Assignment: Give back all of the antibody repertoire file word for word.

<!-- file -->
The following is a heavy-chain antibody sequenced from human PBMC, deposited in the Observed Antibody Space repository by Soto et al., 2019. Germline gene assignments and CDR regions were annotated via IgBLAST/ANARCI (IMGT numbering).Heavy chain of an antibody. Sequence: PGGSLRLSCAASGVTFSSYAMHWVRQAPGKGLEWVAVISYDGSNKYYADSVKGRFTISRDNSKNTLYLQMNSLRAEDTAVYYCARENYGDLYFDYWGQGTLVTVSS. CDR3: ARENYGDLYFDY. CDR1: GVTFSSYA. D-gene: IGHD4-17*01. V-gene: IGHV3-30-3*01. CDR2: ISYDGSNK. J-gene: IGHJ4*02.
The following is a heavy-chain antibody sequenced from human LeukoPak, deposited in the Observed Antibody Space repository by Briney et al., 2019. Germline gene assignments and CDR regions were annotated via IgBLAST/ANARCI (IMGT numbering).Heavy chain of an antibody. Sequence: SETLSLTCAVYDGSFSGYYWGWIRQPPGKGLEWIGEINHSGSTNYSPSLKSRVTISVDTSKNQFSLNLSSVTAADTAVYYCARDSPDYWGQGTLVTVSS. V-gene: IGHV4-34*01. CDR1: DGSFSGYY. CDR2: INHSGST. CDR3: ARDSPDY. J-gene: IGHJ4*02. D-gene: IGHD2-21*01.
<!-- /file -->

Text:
The following is a heavy-chain antibody sequenced from human PBMC, deposited in the Observed Antibody Space repository by Soto et al., 2019. Germline gene assignments and CDR regions were annotated via IgBLAST/ANARCI (IMGT numbering).Heavy chain of an antibody. Sequence: PGGSLRLSCAASGVTFSSYAMHWVRQAPGKGLEWVAVISYDGSNKYYADSVKGRFTISRDNSKNTLYLQMNSLRAEDTAVYYCARENYGDLYFDYWGQGTLVTVSS. CDR3: ARENYGDLYFDY. CDR1: GVTFSSYA. D-gene: IGHD4-17*01. V-gene: IGHV3-30-3*01. CDR2: ISYDGSNK. J-gene: IGHJ4*02.
The following is a heavy-chain antibody sequenced from human LeukoPak, deposited in the Observed Antibody Space repository by Briney et al., 2019. Germline gene assignments and CDR regions were annotated via IgBLAST/ANARCI (IMGT numbering).Heavy chain of an antibody. Sequence: SETLSLTCAVYDGSFSGYYWGWIRQPPGKGLEWIGEINHSGSTNYSPSLKSRVTISVDTSKNQFSLNLSSVTAADTAVYYCARDSPDYWGQGTLVTVSS. V-gene: IGHV4-34*01. CDR1: DGSFSGYY. CDR2: INHSGST. CDR3: ARDSPDY. J-gene: IGHJ4*02. D-gene: IGHD2-21*01.